Astraware Sudoku also includes the unique Puzzle of the Day daily challenge, where players can download each day's featured puzzle at their chosen difficulty level and once completed submit their time to see how they compare with other players worldwide.

Astraware Sudoku is available on the Mac App Store, priced at $1.99.

Don't grow dreadlocks over code deadlocks

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In software application development, a so-called "deadlock" is a situation where two or more tasks permanently block each other by each task having a lock on a resource (within the software system), which other tasks are also trying to lock. Think of two people who both need two spanners to tighten some bolts, if each grabs one spanner, then neither can finish his/her work - hence a deadlock ensures.

At the risk of getting locked into this situation and starting to grow dreadlocks over a code deadblock -- consultant Alex Guryeva with independent provider of software testing and quality management services SQS (Software Quality Systems) explains the big picture here.

Dread.JPG

Guryeva says that because neither task in the above example can continue until a resource is available and neither resource can be released until a task continues, a deadlock state exists. The most common forms of deadlock that occur in systems are:

• Database deadlocks
• Deadlocks in multithreaded applications (e.g. Java, C#, C++)

The following text is taken from Guryeva's own analysis of this common coding conundrum...

Example A:

Database deadlock occurs when two users or sessions have locks on separate objects and each process is trying to acquire a lock on the object that the other process has. SQL Server will identify the problem and ends the deadlock by automatically choosing one process and aborting the other process, allowing the other process to continue. The aborted transaction is rolled back and an error message is sent to the user of the aborted process.

To avoid deadlocks, try to develop the application so that it grabs locks at the latest possible time and then releases them at the very earliest time. Also, do not allow any user input during transactions and try to collect it before transaction begins. Keep transactions as short as possible and use stored procedures or keep transactions with a single batch [1].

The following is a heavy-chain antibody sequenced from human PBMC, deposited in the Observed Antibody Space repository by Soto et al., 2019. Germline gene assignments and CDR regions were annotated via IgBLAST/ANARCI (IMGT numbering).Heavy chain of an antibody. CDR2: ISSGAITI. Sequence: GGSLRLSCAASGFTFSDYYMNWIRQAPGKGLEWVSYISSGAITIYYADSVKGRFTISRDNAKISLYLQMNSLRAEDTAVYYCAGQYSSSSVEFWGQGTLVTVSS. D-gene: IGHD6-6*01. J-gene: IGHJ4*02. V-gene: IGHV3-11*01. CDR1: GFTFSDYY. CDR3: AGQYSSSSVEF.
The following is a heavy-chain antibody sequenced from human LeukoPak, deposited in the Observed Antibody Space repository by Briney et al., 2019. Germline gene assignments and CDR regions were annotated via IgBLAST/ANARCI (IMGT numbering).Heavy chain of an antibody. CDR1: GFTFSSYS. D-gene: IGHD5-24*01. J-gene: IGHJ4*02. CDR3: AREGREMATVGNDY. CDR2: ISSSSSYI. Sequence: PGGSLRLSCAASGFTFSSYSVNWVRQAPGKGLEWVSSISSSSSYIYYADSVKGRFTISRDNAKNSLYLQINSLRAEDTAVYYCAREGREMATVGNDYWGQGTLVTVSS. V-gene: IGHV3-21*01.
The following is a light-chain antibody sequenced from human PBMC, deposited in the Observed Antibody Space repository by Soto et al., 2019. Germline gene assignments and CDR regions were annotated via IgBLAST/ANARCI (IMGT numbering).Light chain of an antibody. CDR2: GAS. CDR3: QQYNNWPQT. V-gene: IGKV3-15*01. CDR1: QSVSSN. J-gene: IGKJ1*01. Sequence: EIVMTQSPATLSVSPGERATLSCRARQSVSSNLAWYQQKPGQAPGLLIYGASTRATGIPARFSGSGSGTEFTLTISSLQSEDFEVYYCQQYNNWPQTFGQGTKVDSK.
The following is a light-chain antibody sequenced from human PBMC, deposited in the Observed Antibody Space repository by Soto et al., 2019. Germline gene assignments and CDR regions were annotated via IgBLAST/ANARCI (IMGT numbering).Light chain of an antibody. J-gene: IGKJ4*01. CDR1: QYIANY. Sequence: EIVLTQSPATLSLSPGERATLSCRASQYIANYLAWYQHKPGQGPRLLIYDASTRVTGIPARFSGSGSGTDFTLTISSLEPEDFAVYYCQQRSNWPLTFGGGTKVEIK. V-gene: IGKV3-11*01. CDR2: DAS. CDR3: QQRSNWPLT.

Thinking about the tools analogy again: each person needing the spanners should ensure that their work is set up so that they use their spanners for the minimum time required and should avoid being distracted by other things (e.g. 'user input') while using the spanners.

Example B:

Multithreaded programs can execute more than one task at a time. They allow the programmer to take advantage of multiple CPU machines (where they exist) by using each CPU to execute a different thread of control.

But writing multithreaded code that works correctly every time is really hard.

(Editor's note: it is worth remembering that Intel who advocates the use of parallel programming and concurrency in code structure says that it's really not so hard once you get your mindset wrapped around the concept.)

The most common reason for the cause of deadlocks in multithreaded applications is an inconsistent locking sequence. The threads in deadlock wait for resources, which are in turn locked by some other thread [2]. In effect this is a kind of circular dependency, for example: X can't complete its work until Y releases a resource, Y can't complete until Z releases some other resource, but Z is waiting for a resource that X has already grabbed - so everything is deadlocked.

The following is a small Java code fragment ,which can give rise to a deadlock.

Thread 1:
              synchronized (A){
                 synchronized (B){
                                     }
           }


Thread 2:
              synchronized (B){
                 synchronized (C){
                                      }
           }
Thread 3:

              synchronized (C){
                  synchronized (A){
                                       }
           }

Usually, the simplest and most efficient way to avoid deadlock is to ensure that resources are always acquired in some well-defined order.

References:
[1] http://www.sql-server-performance.com/tips/deadlocks_p1.aspx
[2] Dawson Engler. Racerx: Effective, static detection of race conditions and deadlocks.


Author: Alex Guryeva

When In Doubt, Check Them Out: CodeCompare Tools

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Native data access solutions company Devart has recently released new versions of its CodeCompare toolset. With a refreshed approach and appreciation for the specific elements of individual programming languages, the company says that its refreshed tools will bring new power to software developers in a wider number of application scenarios.

Devart positions its programming and database tools as being suitable for the most popular databases in use today including MS SQL Server, MySQL, Oracle, PostgreSQL, InterBase, Firebird and SQLite.